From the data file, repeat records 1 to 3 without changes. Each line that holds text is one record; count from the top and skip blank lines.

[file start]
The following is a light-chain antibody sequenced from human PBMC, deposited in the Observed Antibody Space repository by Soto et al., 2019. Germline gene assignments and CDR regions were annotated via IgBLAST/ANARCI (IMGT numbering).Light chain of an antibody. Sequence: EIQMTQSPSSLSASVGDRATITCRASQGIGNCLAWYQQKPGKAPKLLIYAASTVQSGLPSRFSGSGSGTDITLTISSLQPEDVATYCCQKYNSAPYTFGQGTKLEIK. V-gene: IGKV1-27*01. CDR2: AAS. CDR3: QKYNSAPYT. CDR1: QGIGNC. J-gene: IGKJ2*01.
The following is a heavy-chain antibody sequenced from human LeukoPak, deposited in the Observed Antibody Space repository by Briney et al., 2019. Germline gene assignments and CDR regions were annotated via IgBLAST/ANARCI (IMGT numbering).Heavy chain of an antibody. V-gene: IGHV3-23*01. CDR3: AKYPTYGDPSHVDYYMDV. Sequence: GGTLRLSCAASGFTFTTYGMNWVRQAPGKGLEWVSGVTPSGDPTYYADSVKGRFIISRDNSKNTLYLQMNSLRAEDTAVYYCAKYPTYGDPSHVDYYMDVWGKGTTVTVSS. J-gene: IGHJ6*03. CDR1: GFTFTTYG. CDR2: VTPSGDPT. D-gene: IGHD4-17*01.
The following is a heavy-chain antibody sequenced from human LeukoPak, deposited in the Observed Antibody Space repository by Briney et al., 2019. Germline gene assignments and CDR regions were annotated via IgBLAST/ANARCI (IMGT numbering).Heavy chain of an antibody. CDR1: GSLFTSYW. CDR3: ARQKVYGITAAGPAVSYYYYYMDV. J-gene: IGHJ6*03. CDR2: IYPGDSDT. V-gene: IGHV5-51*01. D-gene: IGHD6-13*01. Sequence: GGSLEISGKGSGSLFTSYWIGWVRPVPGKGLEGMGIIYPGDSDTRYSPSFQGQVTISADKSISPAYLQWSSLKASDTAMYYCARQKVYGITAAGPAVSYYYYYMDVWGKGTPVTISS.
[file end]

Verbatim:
The following is a light-chain antibody sequenced from human PBMC, deposited in the Observed Antibody Space repository by Soto et al., 2019. Germline gene assignments and CDR regions were annotated via IgBLAST/ANARCI (IMGT numbering).Light chain of an antibody. Sequence: EIQMTQSPSSLSASVGDRATITCRASQGIGNCLAWYQQKPGKAPKLLIYAASTVQSGLPSRFSGSGSGTDITLTISSLQPEDVATYCCQKYNSAPYTFGQGTKLEIK. V-gene: IGKV1-27*01. CDR2: AAS. CDR3: QKYNSAPYT. CDR1: QGIGNC. J-gene: IGKJ2*01.
The following is a heavy-chain antibody sequenced from human LeukoPak, deposited in the Observed Antibody Space repository by Briney et al., 2019. Germline gene assignments and CDR regions were annotated via IgBLAST/ANARCI (IMGT numbering).Heavy chain of an antibody. V-gene: IGHV3-23*01. CDR3: AKYPTYGDPSHVDYYMDV. Sequence: GGTLRLSCAASGFTFTTYGMNWVRQAPGKGLEWVSGVTPSGDPTYYADSVKGRFIISRDNSKNTLYLQMNSLRAEDTAVYYCAKYPTYGDPSHVDYYMDVWGKGTTVTVSS. J-gene: IGHJ6*03. CDR1: GFTFTTYG. CDR2: VTPSGDPT. D-gene: IGHD4-17*01.
The following is a heavy-chain antibody sequenced from human LeukoPak, deposited in the Observed Antibody Space repository by Briney et al., 2019. Germline gene assignments and CDR regions were annotated via IgBLAST/ANARCI (IMGT numbering).Heavy chain of an antibody. CDR1: GSLFTSYW. CDR3: ARQKVYGITAAGPAVSYYYYYMDV. J-gene: IGHJ6*03. CDR2: IYPGDSDT. V-gene: IGHV5-51*01. D-gene: IGHD6-13*01. Sequence: GGSLEISGKGSGSLFTSYWIGWVRPVPGKGLEGMGIIYPGDSDTRYSPSFQGQVTISADKSISPAYLQWSSLKASDTAMYYCARQKVYGITAAGPAVSYYYYYMDVWGKGTPVTISS.